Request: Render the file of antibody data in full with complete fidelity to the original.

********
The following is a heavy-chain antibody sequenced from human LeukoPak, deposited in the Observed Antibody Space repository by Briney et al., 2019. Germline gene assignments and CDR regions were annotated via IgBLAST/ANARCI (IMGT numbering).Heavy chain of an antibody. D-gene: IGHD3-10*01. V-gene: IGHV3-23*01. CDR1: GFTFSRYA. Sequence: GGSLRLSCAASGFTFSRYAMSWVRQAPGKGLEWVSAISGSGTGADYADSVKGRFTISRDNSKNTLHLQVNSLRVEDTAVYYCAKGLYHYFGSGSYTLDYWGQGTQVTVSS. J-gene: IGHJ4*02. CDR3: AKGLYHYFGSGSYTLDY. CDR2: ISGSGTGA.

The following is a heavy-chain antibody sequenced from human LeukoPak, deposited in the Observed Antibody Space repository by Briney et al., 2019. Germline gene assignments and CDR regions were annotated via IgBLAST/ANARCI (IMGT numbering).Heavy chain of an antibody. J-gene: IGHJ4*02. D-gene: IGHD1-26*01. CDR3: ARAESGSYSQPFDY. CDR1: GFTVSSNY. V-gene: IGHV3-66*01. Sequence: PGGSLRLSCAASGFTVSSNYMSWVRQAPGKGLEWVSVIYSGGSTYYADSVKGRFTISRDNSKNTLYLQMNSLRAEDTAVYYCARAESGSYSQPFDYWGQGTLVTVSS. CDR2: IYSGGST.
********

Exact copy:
The following is a heavy-chain antibody sequenced from human LeukoPak, deposited in the Observed Antibody Space repository by Briney et al., 2019. Germline gene assignments and CDR regions were annotated via IgBLAST/ANARCI (IMGT numbering).Heavy chain of an antibody. D-gene: IGHD3-10*01. V-gene: IGHV3-23*01. CDR1: GFTFSRYA. Sequence: GGSLRLSCAASGFTFSRYAMSWVRQAPGKGLEWVSAISGSGTGADYADSVKGRFTISRDNSKNTLHLQVNSLRVEDTAVYYCAKGLYHYFGSGSYTLDYWGQGTQVTVSS. J-gene: IGHJ4*02. CDR3: AKGLYHYFGSGSYTLDY. CDR2: ISGSGTGA.

The following is a heavy-chain antibody sequenced from human LeukoPak, deposited in the Observed Antibody Space repository by Briney et al., 2019. Germline gene assignments and CDR regions were annotated via IgBLAST/ANARCI (IMGT numbering).Heavy chain of an antibody. J-gene: IGHJ4*02. D-gene: IGHD1-26*01. CDR3: ARAESGSYSQPFDY. CDR1: GFTVSSNY. V-gene: IGHV3-66*01. Sequence: PGGSLRLSCAASGFTVSSNYMSWVRQAPGKGLEWVSVIYSGGSTYYADSVKGRFTISRDNSKNTLYLQMNSLRAEDTAVYYCARAESGSYSQPFDYWGQGTLVTVSS. CDR2: IYSGGST.